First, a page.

Hip-hop reflects kindly on DJ Premier and Guru, Pete Rock and CL Smooth and the heyday of Snoop and Dre, but where will Mannie Fresh and Juvenile land in the record books? If you were old enough to watch Rap City around the ’99 then there’s no doubt that the bounce sound brought out of New Orleans had you coughing up your cash at Sam Goody or tying up your landline hovered over Napster.
While everybody remembers the impact of “Back That Azz Up” or even the dance from “Get Your Roll On,” what even the hippest of Hot Boy$ fans may have forgot are the kicks from the “I Got That Fire” video. A Cash Money makeup for Juvie and the clique long before Drake donned his own Jordans or Kanye laced up Air Yeezys, these Solja Rag inspired Reebok Workouts were a grassroots gift from the brand to the stars and city that wore and repped Rees as proudly and organically as it gets.
Rehashed and revamped by Reebok Classic, Sneaker Politics and Humidity for All-Star Weekend and brought back out this past weekend, a new take on the Hot Boy hit is now available for all. A small group of media caught up with Juvenile and Mannie Fresh to hear about their respective kick collections, their Cash Money come-up and if either of them still have the OGs in storage.
Ian Stonebrook for Nice Kicks: Whether it was in New Orleans as a whole or in the Magnolia Projects specifically, what made the Reebok Workout such a staple coming up?
Mannie Fresh: I’m not from the Magnolia, I’m from downtown, but Juvie and them are from the Magnolia. That was the budget and when you’re young you’ve got a budget. Reeboks worked for the budget and everything that was us. It worked in the hood, you heard me?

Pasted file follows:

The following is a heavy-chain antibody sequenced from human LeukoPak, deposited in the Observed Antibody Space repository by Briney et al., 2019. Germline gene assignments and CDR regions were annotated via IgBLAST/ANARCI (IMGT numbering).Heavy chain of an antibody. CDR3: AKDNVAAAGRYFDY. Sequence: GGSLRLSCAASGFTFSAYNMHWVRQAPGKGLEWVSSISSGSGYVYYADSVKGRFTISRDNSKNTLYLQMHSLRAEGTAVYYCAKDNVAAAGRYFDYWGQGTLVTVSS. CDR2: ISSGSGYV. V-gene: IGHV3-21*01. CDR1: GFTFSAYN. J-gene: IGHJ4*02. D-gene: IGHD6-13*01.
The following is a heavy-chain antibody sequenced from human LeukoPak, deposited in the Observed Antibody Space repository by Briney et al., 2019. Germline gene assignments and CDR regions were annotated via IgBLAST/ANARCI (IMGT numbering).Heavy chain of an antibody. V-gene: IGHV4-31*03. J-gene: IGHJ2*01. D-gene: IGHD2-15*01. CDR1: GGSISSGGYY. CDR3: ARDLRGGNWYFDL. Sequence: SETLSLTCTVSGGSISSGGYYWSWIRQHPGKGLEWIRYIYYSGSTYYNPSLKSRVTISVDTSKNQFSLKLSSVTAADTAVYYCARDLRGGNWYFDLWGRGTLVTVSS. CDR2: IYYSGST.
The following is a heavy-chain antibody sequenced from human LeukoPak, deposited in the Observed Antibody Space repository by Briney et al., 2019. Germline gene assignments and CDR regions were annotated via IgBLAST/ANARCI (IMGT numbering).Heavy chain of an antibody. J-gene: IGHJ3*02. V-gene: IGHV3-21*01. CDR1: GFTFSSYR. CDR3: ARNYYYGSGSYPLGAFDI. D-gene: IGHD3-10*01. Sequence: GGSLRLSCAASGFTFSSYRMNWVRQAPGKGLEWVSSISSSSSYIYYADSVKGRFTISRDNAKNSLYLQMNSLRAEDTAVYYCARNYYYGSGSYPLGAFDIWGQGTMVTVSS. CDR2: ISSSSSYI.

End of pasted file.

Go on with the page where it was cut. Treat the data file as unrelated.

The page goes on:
Zac Dubasik for Sole Collector: Once people started seeing you guys wear them how fast did it take off for everybody else?
Mannie Fresh: It was always a popular shoe in New Orleans, we call them the ‘Soldiers’ down here. But once we put them on the map and started making records about them the world got hooked on them and it took maybe a couple months time and everybody was on Reebok.
Ian Stonebrook for Nice Kicks: The new Reebok Workout collab derives from an OG pair of Workout Mids that James Hardaway brought to the set of the “I Got That Fire” video. What do you remember about that day and that shoot?
Juvenile: I remember it being hot as hell because they had a lot of fireworks! And they had us on the top of the building, I changed like 100 t-shirts that day. I remember that day very vividly.
[James plays Mannie the video]
Mannie Fresh: That’s from 2000, damn I still look good! God is good!
Ian Stonebrook for Nice Kicks: The original pair from the video is like 17 years old now. Do either of you still have them either at home or in storage?
Juvenile: No, because that was before Katrina so after that a lot of that stuff was gone.
Mannie Fresh: Yeah! I’m a sneakerhead, dude. Anything that has to do with jerseys, sneakers or whatever, I have. That’s the one thing I am about. My closet is covered with everything I consider great to me. Kicks, jerseys, old school Cash Money paraphernalia? I love that kind of stuff.
Ian Stonebrook for Nice Kicks: Any examples of kicks or gear you still have from back in the day?
Mannie Fresh: All the Mitchell & Ness old school jerseys from the old Big Tymers videos. Then kicks wise, just stuff like the “De La Soul” Dunks, “Puerto Rico” Air Force 1s, even “Space Jam” 11s. It doesn’t have to be anything way out there.
Zack Schlemmer for Sneaker News: Juvenile, do you consider yourself a sneakerhead?